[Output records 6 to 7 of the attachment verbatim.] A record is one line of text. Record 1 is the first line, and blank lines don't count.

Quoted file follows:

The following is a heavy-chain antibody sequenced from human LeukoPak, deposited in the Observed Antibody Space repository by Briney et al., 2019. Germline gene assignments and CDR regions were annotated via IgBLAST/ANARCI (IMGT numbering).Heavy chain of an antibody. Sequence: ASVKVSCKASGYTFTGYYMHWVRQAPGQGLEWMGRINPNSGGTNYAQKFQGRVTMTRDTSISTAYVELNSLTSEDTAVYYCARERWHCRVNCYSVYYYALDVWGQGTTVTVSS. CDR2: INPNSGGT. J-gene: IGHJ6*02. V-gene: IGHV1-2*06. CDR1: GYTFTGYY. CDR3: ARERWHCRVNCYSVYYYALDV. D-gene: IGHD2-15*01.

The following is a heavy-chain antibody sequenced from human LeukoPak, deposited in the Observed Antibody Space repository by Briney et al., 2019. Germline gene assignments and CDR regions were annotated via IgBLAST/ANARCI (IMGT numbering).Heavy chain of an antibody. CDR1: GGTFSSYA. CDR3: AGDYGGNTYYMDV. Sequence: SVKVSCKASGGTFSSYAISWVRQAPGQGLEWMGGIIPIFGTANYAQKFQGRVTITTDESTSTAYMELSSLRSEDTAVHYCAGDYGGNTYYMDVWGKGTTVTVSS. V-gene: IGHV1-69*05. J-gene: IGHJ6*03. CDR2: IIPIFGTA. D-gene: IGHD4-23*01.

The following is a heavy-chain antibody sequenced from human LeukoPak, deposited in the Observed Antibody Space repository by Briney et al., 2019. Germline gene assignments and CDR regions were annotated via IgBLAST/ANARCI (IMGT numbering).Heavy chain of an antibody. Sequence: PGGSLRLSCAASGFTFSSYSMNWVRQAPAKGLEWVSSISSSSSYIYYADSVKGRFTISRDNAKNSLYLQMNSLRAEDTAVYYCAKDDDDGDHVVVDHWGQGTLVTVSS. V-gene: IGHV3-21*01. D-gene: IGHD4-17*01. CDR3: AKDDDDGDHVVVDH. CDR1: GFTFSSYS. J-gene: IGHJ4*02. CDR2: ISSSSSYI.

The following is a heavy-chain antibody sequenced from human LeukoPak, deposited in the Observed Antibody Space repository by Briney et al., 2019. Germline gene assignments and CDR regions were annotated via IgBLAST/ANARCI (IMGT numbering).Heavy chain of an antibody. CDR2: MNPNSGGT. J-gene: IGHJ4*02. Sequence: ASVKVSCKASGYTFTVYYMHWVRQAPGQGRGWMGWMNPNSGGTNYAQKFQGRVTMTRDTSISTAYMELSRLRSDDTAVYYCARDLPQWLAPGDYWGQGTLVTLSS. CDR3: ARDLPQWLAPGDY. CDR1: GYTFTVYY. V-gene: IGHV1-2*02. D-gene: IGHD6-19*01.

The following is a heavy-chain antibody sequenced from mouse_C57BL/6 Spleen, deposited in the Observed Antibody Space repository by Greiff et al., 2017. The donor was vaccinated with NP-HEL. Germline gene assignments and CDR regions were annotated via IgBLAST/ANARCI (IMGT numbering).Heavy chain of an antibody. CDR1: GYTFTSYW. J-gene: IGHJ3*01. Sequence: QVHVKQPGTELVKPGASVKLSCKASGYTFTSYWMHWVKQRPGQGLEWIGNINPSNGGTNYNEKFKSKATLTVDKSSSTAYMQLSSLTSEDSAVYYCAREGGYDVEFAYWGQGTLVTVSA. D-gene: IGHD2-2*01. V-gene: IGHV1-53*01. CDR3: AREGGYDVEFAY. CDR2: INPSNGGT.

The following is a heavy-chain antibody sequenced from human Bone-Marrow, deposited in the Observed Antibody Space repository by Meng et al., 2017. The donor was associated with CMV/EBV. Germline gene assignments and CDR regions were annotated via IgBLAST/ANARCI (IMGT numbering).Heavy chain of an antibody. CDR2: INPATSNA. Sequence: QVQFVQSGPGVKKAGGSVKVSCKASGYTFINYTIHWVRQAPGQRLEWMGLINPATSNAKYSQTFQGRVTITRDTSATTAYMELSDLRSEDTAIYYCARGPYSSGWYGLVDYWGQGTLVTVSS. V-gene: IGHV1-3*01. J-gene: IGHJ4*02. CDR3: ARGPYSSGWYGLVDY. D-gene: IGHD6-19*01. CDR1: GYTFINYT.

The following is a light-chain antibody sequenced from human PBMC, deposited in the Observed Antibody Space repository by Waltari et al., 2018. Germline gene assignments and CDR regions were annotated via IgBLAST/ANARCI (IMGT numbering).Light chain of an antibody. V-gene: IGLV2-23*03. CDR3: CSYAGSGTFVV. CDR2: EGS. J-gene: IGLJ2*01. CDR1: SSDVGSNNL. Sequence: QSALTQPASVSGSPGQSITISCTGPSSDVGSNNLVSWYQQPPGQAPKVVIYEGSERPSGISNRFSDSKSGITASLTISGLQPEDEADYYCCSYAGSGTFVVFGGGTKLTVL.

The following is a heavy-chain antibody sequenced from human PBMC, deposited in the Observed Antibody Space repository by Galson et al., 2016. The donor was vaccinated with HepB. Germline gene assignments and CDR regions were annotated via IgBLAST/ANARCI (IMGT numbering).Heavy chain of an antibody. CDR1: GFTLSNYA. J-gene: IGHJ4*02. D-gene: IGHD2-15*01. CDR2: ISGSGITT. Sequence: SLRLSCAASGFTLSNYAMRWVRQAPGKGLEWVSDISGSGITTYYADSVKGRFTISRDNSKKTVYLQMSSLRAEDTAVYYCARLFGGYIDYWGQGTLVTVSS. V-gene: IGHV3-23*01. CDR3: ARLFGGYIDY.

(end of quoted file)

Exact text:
The following is a heavy-chain antibody sequenced from human Bone-Marrow, deposited in the Observed Antibody Space repository by Meng et al., 2017. The donor was associated with CMV/EBV. Germline gene assignments and CDR regions were annotated via IgBLAST/ANARCI (IMGT numbering).Heavy chain of an antibody. CDR2: INPATSNA. Sequence: QVQFVQSGPGVKKAGGSVKVSCKASGYTFINYTIHWVRQAPGQRLEWMGLINPATSNAKYSQTFQGRVTITRDTSATTAYMELSDLRSEDTAIYYCARGPYSSGWYGLVDYWGQGTLVTVSS. V-gene: IGHV1-3*01. J-gene: IGHJ4*02. CDR3: ARGPYSSGWYGLVDY. D-gene: IGHD6-19*01. CDR1: GYTFINYT.

The following is a light-chain antibody sequenced from human PBMC, deposited in the Observed Antibody Space repository by Waltari et al., 2018. Germline gene assignments and CDR regions were annotated via IgBLAST/ANARCI (IMGT numbering).Light chain of an antibody. V-gene: IGLV2-23*03. CDR3: CSYAGSGTFVV. CDR2: EGS. J-gene: IGLJ2*01. CDR1: SSDVGSNNL. Sequence: QSALTQPASVSGSPGQSITISCTGPSSDVGSNNLVSWYQQPPGQAPKVVIYEGSERPSGISNRFSDSKSGITASLTISGLQPEDEADYYCCSYAGSGTFVVFGGGTKLTVL.